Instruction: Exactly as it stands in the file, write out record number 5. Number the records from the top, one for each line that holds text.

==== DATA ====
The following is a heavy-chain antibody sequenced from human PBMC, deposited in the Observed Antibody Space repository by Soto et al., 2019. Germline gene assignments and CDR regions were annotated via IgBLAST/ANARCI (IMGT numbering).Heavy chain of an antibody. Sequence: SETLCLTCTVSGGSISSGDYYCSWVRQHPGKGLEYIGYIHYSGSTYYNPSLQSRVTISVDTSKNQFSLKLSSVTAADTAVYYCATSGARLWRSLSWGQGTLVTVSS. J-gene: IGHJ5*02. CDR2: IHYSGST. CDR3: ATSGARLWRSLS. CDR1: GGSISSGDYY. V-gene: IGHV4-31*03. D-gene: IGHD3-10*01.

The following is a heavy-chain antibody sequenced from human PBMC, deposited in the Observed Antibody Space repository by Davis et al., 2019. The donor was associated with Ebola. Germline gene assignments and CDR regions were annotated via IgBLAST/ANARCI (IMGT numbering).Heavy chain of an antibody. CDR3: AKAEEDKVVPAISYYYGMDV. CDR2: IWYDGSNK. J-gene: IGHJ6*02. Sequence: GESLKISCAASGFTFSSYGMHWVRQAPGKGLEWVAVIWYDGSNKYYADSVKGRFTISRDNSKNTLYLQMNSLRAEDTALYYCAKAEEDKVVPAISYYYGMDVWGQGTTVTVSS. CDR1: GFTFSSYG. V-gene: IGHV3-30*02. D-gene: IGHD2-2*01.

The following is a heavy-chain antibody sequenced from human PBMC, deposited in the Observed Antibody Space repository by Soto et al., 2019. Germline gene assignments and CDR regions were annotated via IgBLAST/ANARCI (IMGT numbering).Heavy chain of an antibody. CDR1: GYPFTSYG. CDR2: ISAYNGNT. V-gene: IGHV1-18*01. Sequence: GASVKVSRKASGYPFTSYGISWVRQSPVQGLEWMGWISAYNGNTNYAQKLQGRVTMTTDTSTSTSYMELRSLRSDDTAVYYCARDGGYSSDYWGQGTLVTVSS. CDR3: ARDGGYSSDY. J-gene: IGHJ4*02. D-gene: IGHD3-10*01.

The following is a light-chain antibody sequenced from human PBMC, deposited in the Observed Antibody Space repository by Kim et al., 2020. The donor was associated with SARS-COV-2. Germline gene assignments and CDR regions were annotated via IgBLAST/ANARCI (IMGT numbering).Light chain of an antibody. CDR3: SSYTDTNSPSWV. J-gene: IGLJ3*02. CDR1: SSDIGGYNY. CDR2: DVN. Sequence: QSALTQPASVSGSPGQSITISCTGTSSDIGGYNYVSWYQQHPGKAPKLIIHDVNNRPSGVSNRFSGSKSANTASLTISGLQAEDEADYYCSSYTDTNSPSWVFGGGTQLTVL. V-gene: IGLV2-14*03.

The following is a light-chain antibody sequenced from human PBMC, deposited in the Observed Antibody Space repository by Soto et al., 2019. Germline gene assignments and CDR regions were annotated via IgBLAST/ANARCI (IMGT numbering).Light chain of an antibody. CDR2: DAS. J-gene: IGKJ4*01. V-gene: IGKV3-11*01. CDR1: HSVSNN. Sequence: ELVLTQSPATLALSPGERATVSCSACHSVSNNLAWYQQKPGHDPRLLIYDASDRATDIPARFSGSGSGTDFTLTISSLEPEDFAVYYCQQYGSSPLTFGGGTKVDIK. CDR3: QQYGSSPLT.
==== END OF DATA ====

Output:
The following is a light-chain antibody sequenced from human PBMC, deposited in the Observed Antibody Space repository by Soto et al., 2019. Germline gene assignments and CDR regions were annotated via IgBLAST/ANARCI (IMGT numbering).Light chain of an antibody. CDR2: DAS. J-gene: IGKJ4*01. V-gene: IGKV3-11*01. CDR1: HSVSNN. Sequence: ELVLTQSPATLALSPGERATVSCSACHSVSNNLAWYQQKPGHDPRLLIYDASDRATDIPARFSGSGSGTDFTLTISSLEPEDFAVYYCQQYGSSPLTFGGGTKVDIK. CDR3: QQYGSSPLT.